UN chief calls for jointly tackling growing hunger, poor nutrition
UNITED NATIONS: Inefficient global food production is at the root of a huge rise in hunger, as well as one-thirds of all emissions and 80 per cent of biodiversity loss, UN Secretary-General Antonio Guterres has warned, in a call to all countries to transform food systems to speed up sustainable development.
Up to 811 million people faced hunger in 2020, as many as 161 million more than in 2019, he said, at the Pre-Summit of the UN Food Systems Summit in Rome that began on Monday.
Pointing to the disruption caused by the Covid-19 pandemic, the UN chief said three billion people cannot afford to eat healthily, either.
“We are seriously off track to achieve the Sustainable Development Goals by 2030,” he said, who highlighted how “poverty, income inequality and the high cost of food” were responsible for these ills, and how climate change and conflict are the consequences and drivers of this catastrophe”.
Echoing those concerns and urging action at this week’s pre-summit, UN deputy secretary-general Amina Mohammed insisted that tackling growing hunger and poor nutrition were the challenges that the international community should rise to, “as we have the means to do it”.
She welcomed the fact that 145 countries had already embarked on national dialogues to decide on how sustainable food systems should look by 2030, in reference to the regular online meetings, public forums and surveys with youth, farmers, indigenous peoples, civil society, researchers, private sector, policy leaders and ministers of agriculture, environment, health, nutrition and finance.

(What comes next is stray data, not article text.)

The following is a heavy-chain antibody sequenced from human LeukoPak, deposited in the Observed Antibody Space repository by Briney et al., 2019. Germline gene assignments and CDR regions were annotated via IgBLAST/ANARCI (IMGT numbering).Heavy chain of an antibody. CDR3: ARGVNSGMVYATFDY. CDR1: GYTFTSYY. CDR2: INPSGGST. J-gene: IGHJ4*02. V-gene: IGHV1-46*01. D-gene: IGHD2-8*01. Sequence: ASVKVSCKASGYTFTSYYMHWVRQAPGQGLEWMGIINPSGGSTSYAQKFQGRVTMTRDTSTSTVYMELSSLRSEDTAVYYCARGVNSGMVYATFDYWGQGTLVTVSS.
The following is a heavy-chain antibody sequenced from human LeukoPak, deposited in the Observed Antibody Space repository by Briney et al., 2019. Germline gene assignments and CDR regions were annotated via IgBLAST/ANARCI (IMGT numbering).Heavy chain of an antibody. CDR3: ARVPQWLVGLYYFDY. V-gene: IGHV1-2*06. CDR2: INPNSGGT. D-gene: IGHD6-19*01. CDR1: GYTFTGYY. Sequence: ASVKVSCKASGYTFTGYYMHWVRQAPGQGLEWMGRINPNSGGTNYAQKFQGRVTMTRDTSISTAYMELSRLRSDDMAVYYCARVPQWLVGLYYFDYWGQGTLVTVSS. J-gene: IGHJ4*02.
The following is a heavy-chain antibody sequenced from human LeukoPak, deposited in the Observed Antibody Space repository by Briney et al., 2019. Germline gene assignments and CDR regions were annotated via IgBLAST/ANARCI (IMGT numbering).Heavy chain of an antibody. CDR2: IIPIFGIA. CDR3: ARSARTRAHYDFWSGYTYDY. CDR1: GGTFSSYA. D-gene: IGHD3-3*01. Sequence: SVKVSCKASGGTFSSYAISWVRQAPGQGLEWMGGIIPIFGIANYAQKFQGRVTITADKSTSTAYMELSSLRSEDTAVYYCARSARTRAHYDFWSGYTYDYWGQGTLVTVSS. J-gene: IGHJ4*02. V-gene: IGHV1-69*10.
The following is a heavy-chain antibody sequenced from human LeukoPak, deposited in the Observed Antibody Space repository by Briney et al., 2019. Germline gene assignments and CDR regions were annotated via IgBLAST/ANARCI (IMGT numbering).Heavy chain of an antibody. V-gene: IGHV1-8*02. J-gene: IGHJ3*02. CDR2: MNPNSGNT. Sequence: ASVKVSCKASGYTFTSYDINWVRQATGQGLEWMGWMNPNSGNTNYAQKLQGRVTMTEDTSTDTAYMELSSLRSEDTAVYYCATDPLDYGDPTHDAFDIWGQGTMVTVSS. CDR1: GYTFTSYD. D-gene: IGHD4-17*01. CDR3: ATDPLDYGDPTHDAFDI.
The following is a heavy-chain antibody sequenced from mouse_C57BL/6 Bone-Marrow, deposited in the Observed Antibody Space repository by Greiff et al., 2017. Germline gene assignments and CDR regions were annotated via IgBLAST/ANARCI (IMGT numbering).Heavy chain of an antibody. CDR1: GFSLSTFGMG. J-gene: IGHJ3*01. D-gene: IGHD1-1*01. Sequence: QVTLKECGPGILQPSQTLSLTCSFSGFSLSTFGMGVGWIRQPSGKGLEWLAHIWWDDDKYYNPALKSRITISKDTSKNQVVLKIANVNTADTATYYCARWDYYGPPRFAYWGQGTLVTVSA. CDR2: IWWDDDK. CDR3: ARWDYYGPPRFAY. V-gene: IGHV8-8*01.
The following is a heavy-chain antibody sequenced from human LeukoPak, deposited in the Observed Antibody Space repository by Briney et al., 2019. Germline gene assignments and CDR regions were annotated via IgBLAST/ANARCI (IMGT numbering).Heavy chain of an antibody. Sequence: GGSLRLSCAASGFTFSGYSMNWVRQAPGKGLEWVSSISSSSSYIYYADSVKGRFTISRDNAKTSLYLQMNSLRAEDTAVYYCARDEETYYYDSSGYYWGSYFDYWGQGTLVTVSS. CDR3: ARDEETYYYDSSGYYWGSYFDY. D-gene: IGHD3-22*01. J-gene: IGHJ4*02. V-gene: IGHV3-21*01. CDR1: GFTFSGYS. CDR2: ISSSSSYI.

The outcome of these exchanges will contribute to the suggested actions organised around the summit’s five action tracks to transform food production and leverage the far-reaching significance of food systems to help achieve the 17 Sustainable Development Goals (SDGs), the UN deputy chief said.
“There is no one size that fits all. We must work country-by-country, region-by-region, and community-by-community, to ensure the diversity of needs are addressed to support each reality. The same applies for our food systems and the changes that are required so that we feed the world, without starving the planet of its future.”
The pre-summit, which is being held in a hybrid format, brings delegates together from more than 100 countries to launch a set of new commitments through coalitions of action and mobilise new financing and partnerships.
Amina Mohammed highlighted how the pandemic had reversed the efforts towards sustainable development, with the latest UN data indicating that around 100 million people have been pushed into poverty since the start of the global health crisis.
But she insisted that this week’s meeting in Rome, hosted by the UN Food and Agriculture Organization (FAO), had the opportunity to ‘drive progress’ on delivering the 2030 Agenda, by agreeing positions on sustainable solutions, ahead of the leaders’ UN Food Systems Summit in New York in September.
“Through the 2030 Agenda, we agree to transform our world. We can only do that by working together,” she said.
“That means we must listen to one another, appreciate diverse perspectives and understand the dynamic and interconnected challenges that we face. It means we must commit to making the choices that are needed to ensure we leave no one or country behind,” she added.
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